President Barack Obama was scheduled to meet with Senators Charles Schumer and Lindsey Graham on Monday.
During a press gaggle aboard Air Force One, Bill Burton, the deputy White House press secretary, said the purpose of the meeting was to get an “update”:
It’s as simple as getting an update from them on efforts to create bipartisan immigration legislation.
The now-canceled meeting would have come on the heels of congressional visits by Latino leaders and activists.
Immigration reform is a top priority for Latino leaders who unfailingly remind Obama he received 67 percent of their vote.
Latinos are looking for more than an update. Clarissa Martínez De Castro, director of Immigration and National Campaigns at the National Council of La Raza, writes:
But let’s be clear. If the meeting is just to “hear more,” it’s not going to cut it. ...
With the Congressional legislative runway getting crowded and time running out before the November elections, it is time to land this plane. Monday’s meeting must be followed by a clear, bipartisan proposal and a firm timeline for Senate action. Anything less will be regarded as more stalling by the tens of thousands coming to DC to march in two weeks.
Black leaders must remind him that he promised minority entrepreneurs that “help is on the way”:
Meanwhile, the Associated Press reports:
Don’t wait. People have to continue to innovate, look for new customers, try to find creative ways to turn crisis into opportunity, retool for the future. But I want them to know that help is on the way.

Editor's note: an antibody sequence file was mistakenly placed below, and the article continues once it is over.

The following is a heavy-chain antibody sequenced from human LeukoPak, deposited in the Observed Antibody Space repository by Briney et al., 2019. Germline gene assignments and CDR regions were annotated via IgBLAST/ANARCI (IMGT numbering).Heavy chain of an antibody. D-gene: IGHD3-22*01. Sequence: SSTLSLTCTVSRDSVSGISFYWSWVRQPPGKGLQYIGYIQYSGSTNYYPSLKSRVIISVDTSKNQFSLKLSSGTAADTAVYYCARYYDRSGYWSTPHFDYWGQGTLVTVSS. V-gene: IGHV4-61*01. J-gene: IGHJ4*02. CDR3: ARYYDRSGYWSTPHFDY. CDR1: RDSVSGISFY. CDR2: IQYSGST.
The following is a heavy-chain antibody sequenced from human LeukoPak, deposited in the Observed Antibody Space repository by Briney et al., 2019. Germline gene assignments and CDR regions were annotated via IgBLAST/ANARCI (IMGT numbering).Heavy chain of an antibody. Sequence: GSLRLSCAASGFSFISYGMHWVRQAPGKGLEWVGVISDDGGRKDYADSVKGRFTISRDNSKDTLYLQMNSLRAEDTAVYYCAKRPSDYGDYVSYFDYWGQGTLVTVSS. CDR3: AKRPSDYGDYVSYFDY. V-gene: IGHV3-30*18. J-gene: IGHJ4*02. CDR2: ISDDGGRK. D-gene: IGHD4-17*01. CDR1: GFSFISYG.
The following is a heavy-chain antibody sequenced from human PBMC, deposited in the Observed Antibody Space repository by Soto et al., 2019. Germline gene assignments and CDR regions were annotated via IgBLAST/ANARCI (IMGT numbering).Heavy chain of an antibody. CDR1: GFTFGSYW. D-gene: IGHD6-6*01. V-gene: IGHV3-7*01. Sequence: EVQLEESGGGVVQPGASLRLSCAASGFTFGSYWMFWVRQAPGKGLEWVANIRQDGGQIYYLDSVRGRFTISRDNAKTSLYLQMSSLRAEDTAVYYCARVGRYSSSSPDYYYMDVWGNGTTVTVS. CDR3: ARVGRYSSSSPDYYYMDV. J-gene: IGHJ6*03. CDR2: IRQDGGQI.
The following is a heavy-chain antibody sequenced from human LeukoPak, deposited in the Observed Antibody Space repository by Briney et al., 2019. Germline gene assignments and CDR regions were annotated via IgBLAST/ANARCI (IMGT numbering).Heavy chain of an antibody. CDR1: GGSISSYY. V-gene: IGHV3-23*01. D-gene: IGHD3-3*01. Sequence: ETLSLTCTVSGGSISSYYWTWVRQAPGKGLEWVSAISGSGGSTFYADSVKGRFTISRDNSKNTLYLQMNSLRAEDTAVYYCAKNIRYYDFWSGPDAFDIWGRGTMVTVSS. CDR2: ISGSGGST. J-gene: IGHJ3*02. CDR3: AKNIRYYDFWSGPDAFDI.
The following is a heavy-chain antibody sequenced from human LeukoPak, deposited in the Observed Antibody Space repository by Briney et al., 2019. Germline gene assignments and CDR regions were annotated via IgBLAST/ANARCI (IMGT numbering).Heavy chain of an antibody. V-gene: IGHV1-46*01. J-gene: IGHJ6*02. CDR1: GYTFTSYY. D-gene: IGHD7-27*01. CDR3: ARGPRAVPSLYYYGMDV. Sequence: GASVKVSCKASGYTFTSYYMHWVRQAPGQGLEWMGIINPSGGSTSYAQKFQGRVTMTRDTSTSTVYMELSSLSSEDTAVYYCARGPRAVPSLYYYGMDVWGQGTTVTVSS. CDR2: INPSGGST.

Most states, if not all the states, have provisions in place to ensure minority, women and small businesses participation. We expect states to abide by their local rules. Obviously, federal rules are going to pertain as well when it comes to, for example, making federal buildings more energy efficient. Should that be part of the package, we’re going to be very clear about making sure that goals are set that ensure participation of every type of business imaginable.
Hispanic and black businesses are receiving a disproportionately small number of federal stimulus contracts, creating a rising chorus of demands for the Obama administration to be more inclusive and more closely track who receives government-financed work.
Latinos and blacks have faced obstacles to winning government contracts long before the stimulus. They own 6.8 and 5.2 percent of all businesses, respectively, according to census figures. Yet Latino-owned business have received only 1.7 percent of $46 billion in federal stimulus contracts recorded in U.S. government data, and black-owned businesses have received just 1.1 percent.